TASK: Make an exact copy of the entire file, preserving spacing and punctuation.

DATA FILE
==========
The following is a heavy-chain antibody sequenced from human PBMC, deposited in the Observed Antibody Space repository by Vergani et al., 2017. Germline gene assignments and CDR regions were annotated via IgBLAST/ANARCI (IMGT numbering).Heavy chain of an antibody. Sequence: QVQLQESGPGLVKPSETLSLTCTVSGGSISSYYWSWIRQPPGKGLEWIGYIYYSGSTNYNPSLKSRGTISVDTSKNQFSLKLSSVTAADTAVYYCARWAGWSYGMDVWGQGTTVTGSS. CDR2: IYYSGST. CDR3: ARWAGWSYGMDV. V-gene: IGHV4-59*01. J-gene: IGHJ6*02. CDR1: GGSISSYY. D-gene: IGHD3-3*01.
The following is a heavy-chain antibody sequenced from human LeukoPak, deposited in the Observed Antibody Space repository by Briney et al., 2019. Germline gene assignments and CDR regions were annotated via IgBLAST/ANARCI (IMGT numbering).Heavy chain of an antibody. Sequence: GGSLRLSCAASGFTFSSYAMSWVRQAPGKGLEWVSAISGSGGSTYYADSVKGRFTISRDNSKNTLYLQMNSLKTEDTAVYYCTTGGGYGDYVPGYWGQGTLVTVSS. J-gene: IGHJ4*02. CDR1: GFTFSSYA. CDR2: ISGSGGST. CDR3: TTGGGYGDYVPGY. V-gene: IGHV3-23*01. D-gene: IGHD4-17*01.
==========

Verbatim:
The following is a heavy-chain antibody sequenced from human PBMC, deposited in the Observed Antibody Space repository by Vergani et al., 2017. Germline gene assignments and CDR regions were annotated via IgBLAST/ANARCI (IMGT numbering).Heavy chain of an antibody. Sequence: QVQLQESGPGLVKPSETLSLTCTVSGGSISSYYWSWIRQPPGKGLEWIGYIYYSGSTNYNPSLKSRGTISVDTSKNQFSLKLSSVTAADTAVYYCARWAGWSYGMDVWGQGTTVTGSS. CDR2: IYYSGST. CDR3: ARWAGWSYGMDV. V-gene: IGHV4-59*01. J-gene: IGHJ6*02. CDR1: GGSISSYY. D-gene: IGHD3-3*01.
The following is a heavy-chain antibody sequenced from human LeukoPak, deposited in the Observed Antibody Space repository by Briney et al., 2019. Germline gene assignments and CDR regions were annotated via IgBLAST/ANARCI (IMGT numbering).Heavy chain of an antibody. Sequence: GGSLRLSCAASGFTFSSYAMSWVRQAPGKGLEWVSAISGSGGSTYYADSVKGRFTISRDNSKNTLYLQMNSLKTEDTAVYYCTTGGGYGDYVPGYWGQGTLVTVSS. J-gene: IGHJ4*02. CDR1: GFTFSSYA. CDR2: ISGSGGST. CDR3: TTGGGYGDYVPGY. V-gene: IGHV3-23*01. D-gene: IGHD4-17*01.